Overall, The Order of the Eastern Star is an international fraternal organization that provides its members with social activities as well as opportunities for service to their communities. It has an impressive structure that allows it to fulfill its mission of promoting charity, truth and loving kindness throughout its membership base worldwide.

In Reflection on What Are The Different Types Of Masonic Lodges

Masonic lodges are an ancient and noble order of men who seek to build a better world through their secrets and traditions. Masonic lodges come in a variety of forms, from the English-speaking Blue Lodge to the French-speaking Scottish Rite, and from the exclusive Shriners to the more inclusive York Rite. Each lodge is unique in its own way, but all seek to uphold the core values of Freemasonry: brotherhood, charity, truthfulness, and respect for others.

The different types of Masonic lodges are a reflection of the diversity within Freemasonry itself. Each lodge seeks to bring together individuals from different backgrounds and experiences in an effort to build a better world. By engaging in shared rituals and discussing philosophical principles such as integrity, justice, and morality, Masons are able to form strong bonds with one another that can last a lifetime.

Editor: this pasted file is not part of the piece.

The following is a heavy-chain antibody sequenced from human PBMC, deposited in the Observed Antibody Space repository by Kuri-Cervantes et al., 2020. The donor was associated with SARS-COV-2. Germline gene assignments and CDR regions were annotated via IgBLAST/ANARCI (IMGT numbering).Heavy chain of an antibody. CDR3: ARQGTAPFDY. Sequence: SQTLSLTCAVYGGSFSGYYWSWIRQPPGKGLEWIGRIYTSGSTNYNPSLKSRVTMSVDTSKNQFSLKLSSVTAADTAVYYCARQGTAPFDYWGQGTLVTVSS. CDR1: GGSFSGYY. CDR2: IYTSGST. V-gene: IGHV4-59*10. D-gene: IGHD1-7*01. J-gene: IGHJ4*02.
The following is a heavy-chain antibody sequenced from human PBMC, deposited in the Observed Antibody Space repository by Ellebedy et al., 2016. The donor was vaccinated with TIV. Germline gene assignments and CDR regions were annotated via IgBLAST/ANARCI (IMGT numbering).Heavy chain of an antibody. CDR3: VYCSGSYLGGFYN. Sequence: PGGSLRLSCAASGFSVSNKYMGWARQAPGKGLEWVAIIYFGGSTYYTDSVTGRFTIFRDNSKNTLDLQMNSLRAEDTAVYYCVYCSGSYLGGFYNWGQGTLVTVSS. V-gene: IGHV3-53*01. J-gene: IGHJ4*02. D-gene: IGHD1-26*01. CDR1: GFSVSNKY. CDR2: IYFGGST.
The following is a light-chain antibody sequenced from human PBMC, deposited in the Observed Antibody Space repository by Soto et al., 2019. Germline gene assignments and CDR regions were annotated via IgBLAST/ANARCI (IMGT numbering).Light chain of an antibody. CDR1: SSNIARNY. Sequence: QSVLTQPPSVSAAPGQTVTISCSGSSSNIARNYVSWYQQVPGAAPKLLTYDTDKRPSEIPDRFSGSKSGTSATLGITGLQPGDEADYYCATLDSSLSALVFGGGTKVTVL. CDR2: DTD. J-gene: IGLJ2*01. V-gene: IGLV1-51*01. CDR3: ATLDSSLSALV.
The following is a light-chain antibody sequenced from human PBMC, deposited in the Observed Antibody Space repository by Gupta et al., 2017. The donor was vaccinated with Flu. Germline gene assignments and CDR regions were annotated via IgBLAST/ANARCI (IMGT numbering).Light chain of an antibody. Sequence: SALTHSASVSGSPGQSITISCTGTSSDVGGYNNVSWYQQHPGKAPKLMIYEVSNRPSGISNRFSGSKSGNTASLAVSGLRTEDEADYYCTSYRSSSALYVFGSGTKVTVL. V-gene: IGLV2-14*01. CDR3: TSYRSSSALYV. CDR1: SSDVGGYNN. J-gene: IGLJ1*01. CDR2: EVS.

The different types of lodges also reflect Freemasonry’s commitment to humanitarianism and philanthropy. From providing scholarships for students in need to feeding those who are hungry or helping rebuild homes after natural disasters, Masons have long been devoted to helping their communities. By joining together in fellowship with one another, they are able to use their resources and knowledge for the benefit of all mankind.

Masonic lodges provide members with an outlet for personal growth as well as opportunities to serve others. They offer a unique sense of purpose that can bring meaning into people’s lives and strengthen their relationships with one another. Whether an individual decides to join a Blue Lodge or a Scottish Rite lodge or any other type of Masonic lodge, they will be joining a brotherhood that has stood the test of time since its inception centuries ago.